States Push Marijuana Legalization Bills Despite Opposition from the Federal Government

Lawmakers in about two dozen states have proposed bills this year to ease their marijuana laws despite Attorney General Jeff Sessions' warning that he could crack down on pot, a major change from the Obama administration, which essentially turned a blind eye to the state legislation.

Bills have been introduced in 17 states this year to make recreational pot legal for adults, while five others are considering voter referendums on the issue. Sixteen states have introduced medical marijuana legislation, 10 are considering decriminalizing the drug and three are considering easing their penalties. An effort in Wyoming to decriminalize the drug failed this session.


Texas lawmakers weighing flurry of marijuana-related bills

Marijuana has become easy to find at the Texas Capitol — at least in terms of references to the drug.

More than a dozen bills are pending in the Texas Legislature this session, aimed at lifting prohibitions on Texans who want to use marijuana for medical and recreational purposes.

But it remains to be seen if the legislative effort will result in increased availability of medical cannabis in Texas or decriminalization of all pot for low-volume possession – or if it helps establish a legal, potentially billion-dollar-plus cultivation and processing industry in the state.

Broad legalization for medical purposes, let alone adult recreational use, must overcome opposition from some conservative Texas legislators, as well as from Gov. Greg Abbott.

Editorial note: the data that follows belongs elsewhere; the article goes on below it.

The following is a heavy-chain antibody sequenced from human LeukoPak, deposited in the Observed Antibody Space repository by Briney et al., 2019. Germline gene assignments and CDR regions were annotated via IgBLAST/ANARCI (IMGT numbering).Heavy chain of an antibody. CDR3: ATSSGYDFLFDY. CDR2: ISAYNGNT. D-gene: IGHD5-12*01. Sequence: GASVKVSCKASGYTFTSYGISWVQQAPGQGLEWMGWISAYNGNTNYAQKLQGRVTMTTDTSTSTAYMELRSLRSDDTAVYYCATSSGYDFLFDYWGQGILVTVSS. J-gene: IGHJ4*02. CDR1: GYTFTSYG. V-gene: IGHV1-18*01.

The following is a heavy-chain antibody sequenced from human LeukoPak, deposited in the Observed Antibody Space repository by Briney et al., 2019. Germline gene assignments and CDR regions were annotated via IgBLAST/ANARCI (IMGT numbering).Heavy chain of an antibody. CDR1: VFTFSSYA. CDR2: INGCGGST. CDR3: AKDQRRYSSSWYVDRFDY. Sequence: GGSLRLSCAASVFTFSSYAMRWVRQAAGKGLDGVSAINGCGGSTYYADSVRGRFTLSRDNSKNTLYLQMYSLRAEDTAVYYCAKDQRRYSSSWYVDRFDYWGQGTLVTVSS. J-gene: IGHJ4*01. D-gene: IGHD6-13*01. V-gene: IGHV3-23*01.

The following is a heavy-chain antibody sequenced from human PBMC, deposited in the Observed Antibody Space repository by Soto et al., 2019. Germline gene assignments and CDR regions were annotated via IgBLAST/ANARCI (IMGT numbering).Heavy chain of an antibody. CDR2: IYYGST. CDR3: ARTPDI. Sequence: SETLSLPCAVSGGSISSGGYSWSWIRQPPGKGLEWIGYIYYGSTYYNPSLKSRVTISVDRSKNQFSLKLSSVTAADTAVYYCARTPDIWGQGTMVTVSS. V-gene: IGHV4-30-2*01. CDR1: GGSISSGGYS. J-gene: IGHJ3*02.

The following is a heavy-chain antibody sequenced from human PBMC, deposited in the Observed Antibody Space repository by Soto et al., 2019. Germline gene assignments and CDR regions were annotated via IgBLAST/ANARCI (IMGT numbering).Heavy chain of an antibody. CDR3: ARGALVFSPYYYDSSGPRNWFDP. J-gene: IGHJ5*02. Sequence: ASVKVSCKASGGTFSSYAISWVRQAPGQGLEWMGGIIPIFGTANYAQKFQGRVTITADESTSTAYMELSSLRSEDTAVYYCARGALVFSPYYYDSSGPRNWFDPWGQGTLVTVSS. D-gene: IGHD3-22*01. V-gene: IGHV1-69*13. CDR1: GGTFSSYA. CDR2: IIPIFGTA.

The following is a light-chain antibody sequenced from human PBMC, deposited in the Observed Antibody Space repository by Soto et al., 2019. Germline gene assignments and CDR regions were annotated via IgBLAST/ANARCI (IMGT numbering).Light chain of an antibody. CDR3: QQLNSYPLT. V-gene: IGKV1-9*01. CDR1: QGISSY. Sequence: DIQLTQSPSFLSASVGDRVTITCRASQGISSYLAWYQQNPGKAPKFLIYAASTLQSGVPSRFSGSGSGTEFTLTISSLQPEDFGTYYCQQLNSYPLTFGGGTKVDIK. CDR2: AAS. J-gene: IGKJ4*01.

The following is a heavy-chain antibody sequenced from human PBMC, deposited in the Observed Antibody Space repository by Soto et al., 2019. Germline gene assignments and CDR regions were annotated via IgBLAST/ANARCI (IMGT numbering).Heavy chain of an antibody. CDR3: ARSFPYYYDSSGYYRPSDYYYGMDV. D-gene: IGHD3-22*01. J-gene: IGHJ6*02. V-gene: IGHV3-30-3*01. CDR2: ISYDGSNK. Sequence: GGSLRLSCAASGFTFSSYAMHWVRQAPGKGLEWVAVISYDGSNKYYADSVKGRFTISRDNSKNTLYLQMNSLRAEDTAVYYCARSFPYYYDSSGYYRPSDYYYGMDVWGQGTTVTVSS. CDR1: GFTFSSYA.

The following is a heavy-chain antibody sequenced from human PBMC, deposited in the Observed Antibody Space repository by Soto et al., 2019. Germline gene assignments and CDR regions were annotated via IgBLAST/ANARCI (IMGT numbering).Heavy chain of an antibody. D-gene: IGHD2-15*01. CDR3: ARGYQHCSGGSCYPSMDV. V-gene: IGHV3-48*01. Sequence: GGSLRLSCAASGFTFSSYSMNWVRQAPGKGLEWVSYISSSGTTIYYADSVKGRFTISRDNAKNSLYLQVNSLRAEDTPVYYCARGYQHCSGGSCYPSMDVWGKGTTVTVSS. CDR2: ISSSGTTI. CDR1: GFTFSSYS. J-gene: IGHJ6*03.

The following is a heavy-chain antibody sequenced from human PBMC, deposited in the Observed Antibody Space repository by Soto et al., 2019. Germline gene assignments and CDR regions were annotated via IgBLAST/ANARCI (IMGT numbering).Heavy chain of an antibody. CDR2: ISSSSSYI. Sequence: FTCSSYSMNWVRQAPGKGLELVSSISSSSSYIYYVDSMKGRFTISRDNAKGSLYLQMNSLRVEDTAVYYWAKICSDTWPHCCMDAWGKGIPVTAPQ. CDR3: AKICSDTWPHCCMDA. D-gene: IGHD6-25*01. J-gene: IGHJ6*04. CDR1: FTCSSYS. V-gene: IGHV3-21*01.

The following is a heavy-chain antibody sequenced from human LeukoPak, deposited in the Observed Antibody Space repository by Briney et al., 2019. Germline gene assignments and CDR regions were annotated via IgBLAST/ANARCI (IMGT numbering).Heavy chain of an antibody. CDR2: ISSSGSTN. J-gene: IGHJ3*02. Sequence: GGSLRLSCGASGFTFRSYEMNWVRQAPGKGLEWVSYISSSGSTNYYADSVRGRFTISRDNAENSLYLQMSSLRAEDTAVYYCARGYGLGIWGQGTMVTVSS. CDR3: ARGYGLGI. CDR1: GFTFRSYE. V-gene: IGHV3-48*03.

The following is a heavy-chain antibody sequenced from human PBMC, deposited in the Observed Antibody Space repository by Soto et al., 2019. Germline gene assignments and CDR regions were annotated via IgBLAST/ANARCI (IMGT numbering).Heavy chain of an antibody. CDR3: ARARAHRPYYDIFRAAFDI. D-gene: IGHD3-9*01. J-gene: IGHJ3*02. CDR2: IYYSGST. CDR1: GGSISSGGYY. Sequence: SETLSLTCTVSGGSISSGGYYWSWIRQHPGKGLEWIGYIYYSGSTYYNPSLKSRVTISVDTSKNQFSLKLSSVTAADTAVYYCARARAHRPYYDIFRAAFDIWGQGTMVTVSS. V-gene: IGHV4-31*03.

Low-Level Marijuana Possession Penalties Could Be Reduced With New Bill

State lawmakers will hear public testimony Monday on House Bill 81, which would reduce penalties for low-level marijuana possession.

“House Bill 81 would eliminate the arrest, the jail time, and most importantly, the criminal record currently associated with small amounts of marijuana,” explained Heather Fazio, the Texas political director for the Marijuana Policy Project. “The bill will recalibrate penalties for low-level possession, making it a simple ticket, rather than jail time and a criminal record.”


A bill to decriminalize marijuana is getting a hearing in the Texas house

Texas Pot smokers may be one step closer to celebrating in the streets.

A bill seeking to decriminalize the use and possession of small quantities of marijuana has been scheduled for a hearing at the Texas State Capitol. 

House Bill 81, which aims to categorize low-level marijuana possession as a misdemeanor, will be will be argued in front of the Criminal Jurisprudence Committee on March 13th.


Texan Pot Smokers Rejoice: Small Amounts of Marijuana Now Can Lead to Class, Not Jail

It's a new day for small-time pot smokers in Harris County.

A new policy that went into effect at midnight Tuesday will allow people caught with up to four ounces of marijuana  to avoid arrest or jail time by taking a four-hour drug-education class.

The policy, announced recently by District Attorney Kim Ogg, is expected to save the area more than $25 million in costs for the jail, courts, prosecutors, defense attorneys, lab testing and officers' time.